1. “changing mode from road to diesel-hauled rail is far more effective in reducing GHGs than changing from diesel-hauled rail to electric-hauled rail”

            Exactly, but the point seems to be lost on most people. The Greens in particular have actually gone so far as to conduct a campaign against using rail most efficiently, which is absolutely counter-productive to their own stated environmental goals.

            I would argue that KiwiRail’s decision is more environmentally friendly than maintaining the status qo.

          2. Changing mode from road to diesel hauled rail certainly makes sense BUT the public perception of KR’s mothballing the NIMT electric network, disposing of the EF locos and buying more DLs, will appear to be crazy when considering environment issues, fuel costs and the general view of swapping clean efficient electric traction for dirty noisy diesels.
            No doubt this will become a 2017 election issue

          3. “the NIMT electric network”

            That’s the thing; it isn’t a network. It isn’t even the entirety of a route.

            As for it being an election issue – not likely in my opinion. The scandal is the magnitude of subsidies and special treatment that road transport gets.

          4. Can you give us some facts to support your opinion that there are magnitude of subsidies and special treatment that road transport get?
            This opinion is often repeated but never backed by facts, readily available LTSA figures don’t agree with this opinion.

            The only special treatment given to road transport is by the owners of the freight that is transported that prefer it is transported quickly rather than cheaply.

          5. Not sure what LTSA figures you are referring to but here are some facts:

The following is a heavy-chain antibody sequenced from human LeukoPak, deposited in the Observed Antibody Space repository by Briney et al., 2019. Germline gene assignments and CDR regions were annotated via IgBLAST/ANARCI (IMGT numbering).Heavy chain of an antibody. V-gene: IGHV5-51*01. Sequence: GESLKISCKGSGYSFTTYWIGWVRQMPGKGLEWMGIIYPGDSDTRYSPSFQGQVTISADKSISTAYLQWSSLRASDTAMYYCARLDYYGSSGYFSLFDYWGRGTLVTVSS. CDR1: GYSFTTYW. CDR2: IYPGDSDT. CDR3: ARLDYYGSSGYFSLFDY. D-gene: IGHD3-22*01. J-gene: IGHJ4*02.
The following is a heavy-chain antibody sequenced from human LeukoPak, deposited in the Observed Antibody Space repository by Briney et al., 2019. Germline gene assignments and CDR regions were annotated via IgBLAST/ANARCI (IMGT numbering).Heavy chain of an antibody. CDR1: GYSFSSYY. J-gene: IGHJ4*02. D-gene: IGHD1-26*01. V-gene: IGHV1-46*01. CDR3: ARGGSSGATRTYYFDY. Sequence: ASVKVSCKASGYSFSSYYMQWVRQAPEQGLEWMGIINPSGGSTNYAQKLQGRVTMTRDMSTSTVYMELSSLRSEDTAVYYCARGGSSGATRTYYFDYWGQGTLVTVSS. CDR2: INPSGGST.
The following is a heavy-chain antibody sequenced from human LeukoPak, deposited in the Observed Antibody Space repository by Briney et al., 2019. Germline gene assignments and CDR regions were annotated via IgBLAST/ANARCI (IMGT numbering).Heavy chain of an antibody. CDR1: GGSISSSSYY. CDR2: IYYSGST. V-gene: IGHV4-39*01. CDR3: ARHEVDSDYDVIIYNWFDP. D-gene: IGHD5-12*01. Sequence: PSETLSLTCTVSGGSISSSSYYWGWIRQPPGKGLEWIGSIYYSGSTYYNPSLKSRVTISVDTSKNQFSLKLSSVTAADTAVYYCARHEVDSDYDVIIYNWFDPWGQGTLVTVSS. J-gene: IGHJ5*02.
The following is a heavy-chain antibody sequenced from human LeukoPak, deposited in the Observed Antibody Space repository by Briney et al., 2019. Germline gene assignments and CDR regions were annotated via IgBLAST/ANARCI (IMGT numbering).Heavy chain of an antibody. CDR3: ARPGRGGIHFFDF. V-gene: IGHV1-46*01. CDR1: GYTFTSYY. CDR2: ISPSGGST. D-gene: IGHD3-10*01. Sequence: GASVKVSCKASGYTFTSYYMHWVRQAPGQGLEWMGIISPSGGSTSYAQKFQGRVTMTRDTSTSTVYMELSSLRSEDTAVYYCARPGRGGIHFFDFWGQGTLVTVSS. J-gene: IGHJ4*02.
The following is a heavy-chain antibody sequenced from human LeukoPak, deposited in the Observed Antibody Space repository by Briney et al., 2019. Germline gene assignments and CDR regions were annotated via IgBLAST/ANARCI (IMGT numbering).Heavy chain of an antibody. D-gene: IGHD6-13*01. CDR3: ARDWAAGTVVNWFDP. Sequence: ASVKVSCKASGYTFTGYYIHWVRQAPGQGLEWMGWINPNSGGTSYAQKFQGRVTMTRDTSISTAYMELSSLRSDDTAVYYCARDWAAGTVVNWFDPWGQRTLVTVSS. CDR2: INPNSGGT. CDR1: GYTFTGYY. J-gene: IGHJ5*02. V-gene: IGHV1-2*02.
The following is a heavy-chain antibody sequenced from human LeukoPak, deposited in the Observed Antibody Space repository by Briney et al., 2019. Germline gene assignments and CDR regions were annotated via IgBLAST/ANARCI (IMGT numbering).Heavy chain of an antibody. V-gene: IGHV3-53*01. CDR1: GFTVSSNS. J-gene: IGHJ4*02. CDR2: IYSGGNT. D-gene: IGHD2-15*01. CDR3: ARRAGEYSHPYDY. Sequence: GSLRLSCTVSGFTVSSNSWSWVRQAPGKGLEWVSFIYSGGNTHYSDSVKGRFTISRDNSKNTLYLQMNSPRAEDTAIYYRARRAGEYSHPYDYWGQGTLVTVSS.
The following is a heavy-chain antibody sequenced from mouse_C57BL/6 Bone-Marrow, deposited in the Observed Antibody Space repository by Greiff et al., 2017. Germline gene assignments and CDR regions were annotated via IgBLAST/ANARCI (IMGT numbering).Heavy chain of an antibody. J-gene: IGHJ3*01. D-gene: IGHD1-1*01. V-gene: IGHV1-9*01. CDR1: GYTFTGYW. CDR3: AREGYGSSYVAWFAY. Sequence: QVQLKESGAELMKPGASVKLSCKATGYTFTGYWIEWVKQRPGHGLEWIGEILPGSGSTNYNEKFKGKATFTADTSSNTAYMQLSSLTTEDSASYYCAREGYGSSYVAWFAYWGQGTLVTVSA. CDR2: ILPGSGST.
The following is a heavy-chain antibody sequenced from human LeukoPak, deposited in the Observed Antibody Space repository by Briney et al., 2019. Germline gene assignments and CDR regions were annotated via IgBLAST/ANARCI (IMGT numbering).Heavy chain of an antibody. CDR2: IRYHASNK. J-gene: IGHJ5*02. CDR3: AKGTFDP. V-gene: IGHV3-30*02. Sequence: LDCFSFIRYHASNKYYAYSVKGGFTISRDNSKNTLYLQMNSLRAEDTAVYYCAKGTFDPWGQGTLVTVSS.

Local roads are funded ca. 50% by rates (see references below). It follows, therefore that RUCs, fuel taxes etc. do not cover the costs imposed and ratepayers pick it up. MOT has recently made claims regarding the proportion of FAR that comes from heavy vehicle RUCs but these claims are arbritrary and unsupported by data. They are essentially propaganda.

            References and quotes:

            http://www.nzta.govt.nz/assets/resources/road-user-charges/docs/ruc-final-report.pdf

            “The local roads component of the national network is owned and managed by local authorities who gather a
            majority of their revenue from rates (55-60 percent).”

            Local authority revenue;
            The treatment of local authority revenue in the CAM has been the subject of some debate over the years and
            has been called into question by a number of commentators. At present the CAM recognises local authority
            revenue as a deduction from the non-use related costs in the CAM.
            ―Rates are treated in the CAM as recovering residual costs (i.e. activities unrelated to road use), but in
            practice around a third of rates revenue is required to fund use-related costs. This means that many
            road users are paying twice for their use of local roads – through RUC/petrol tax and through rates. In
            effect ratepayers are subsidising the state network (Local Government Forum, 2008). ”

            https://www.nzta.govt.nz/planning-and-investment/planning/planning-for-local-roads/

            “Local roads – the roads administered by city and district councils – make up about 80,000 kilometres (88%) of all New Zealand’s roads.”